But all that aside, I have a hard time seeing a good creature ever using planar binding, especially to conjure good outsiders. Because conjuring an unwilling creature, and confining it until it accepts a bribe, is essentially incompatible with "concern for the dignity of sentient beings."

Now, if you summon an astral deva and tell it "this city is dying of plague. Please turn invisible and use your at-will remove disease ability to cure it without causing a panic, and if you identify any evil creatures, tell me their identities or give a description before you depart," he might do it for only a nominal fee, or even for free. But in that case, the only reason not to use planar ally instead is because of the wonky rules regarding the arcane/divine split.

While letting the party wizard use planar binding shouldn't make the paladin fall, it's easy to see a chaotic good player becoming a little bit squeamish. Especially if instead the situation is:

"Huge earth elemental, clear the trees and boulders from this radius and dig me a moat of yea size."
<rumble, rumble>
"No, I'm not paying you."
<RUMBLE RUMBLE RUMBLE>
"Because you have the Charisma of a rock. Literally."

Well, there's a lot of options you have with planar binding to make it more effective. Sometimes being the good guy means not taking advantage of those options. For example, you don't actually have to use a magic circle spell as part of a binding, nor a dimensional anchor, or anything of the sort. You don't actually have to trap the outsider, you could just bring them to you for a moment to talk.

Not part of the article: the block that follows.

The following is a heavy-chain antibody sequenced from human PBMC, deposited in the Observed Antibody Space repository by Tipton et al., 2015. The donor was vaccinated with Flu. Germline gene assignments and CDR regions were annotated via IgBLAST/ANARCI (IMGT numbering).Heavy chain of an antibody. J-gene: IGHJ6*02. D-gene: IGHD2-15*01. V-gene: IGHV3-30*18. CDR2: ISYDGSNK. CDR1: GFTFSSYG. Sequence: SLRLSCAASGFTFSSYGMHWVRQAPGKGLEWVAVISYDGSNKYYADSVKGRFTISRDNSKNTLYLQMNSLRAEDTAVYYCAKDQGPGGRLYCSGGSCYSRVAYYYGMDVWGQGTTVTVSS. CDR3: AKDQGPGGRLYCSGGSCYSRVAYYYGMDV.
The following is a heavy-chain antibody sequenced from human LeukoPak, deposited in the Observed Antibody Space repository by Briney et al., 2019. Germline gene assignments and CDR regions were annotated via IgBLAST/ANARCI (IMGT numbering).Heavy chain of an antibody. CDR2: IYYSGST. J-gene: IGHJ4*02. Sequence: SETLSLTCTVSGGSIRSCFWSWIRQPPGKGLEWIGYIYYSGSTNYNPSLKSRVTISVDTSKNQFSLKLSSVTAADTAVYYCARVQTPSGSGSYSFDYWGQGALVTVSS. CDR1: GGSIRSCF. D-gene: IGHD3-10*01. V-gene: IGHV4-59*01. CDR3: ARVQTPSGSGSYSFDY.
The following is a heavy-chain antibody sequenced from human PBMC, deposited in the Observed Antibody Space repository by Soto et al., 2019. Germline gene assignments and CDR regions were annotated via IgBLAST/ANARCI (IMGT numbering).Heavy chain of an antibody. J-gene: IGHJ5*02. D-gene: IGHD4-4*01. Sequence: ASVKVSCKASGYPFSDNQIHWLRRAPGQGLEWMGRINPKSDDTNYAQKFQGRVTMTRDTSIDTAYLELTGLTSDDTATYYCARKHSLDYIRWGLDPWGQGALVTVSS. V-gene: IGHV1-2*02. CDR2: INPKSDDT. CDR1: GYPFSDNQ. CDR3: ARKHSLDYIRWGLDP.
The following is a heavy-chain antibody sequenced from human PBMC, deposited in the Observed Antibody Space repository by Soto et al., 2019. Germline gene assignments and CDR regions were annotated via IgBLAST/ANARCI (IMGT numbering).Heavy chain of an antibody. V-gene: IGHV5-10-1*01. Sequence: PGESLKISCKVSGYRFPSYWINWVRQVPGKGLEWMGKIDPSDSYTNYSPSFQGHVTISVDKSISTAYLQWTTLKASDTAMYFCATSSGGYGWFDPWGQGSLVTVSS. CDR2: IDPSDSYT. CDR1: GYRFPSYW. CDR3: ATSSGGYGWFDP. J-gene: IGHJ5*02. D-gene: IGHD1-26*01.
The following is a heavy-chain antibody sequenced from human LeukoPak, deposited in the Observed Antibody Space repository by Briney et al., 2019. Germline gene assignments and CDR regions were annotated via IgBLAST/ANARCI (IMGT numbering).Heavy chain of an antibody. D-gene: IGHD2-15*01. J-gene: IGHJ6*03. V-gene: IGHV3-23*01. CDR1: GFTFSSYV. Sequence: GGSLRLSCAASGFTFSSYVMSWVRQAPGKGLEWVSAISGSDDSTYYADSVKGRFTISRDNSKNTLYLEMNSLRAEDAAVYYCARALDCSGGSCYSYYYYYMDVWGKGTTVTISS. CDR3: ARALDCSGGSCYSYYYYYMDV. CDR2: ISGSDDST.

You could even forgo the Charisma check to impose your will over them, and just default to plain ol' Diplomacy (which is always a good skill for a binder anyway). For example, while a neutral or evil wizard might happily force or coerce an outsider into their bidding, the exceptionally good (as in the perfectly good that doesn't stumble a bit by using planar binding in the traditional fashion) might simply call up a Ghale Azata without any traps at all.

Wizard: "Oh fair Azata, I have called you here because we need your help. Could you please heal my friend?" *Diplomacy*
Azata: "Sure, why not. It costs me nothing to do so, and this whole thing has taken up no more of my time than if someone asked directions to the nearest bakery," *heal*
Wizard: "Thank you, friend!"
Azata: "No problem," *poofs back to the outer planes*


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Artemis Moonstar wrote:
I'm not a fan of monks losing Qi and going "Psion".

It's kind of a tomato - tomato thing. The PP represents their Ki/Qi/Chi/Prana/Energy/Wisdom-Mojo, and I just felt like keeping the basic ki mechanics of the PF monk (which largely served the exact same purpose only in a far more limited range of possible ways to play your monk) would just be wholly redundant as it would basically leave you with two different resource pools that both represented the ki that you had to do mystical things like take spears to the throat and laugh about it.

The best RPing advice I could ever impart to anyone, ever, is don't worry much about metagame names. It'll just muddy the waters.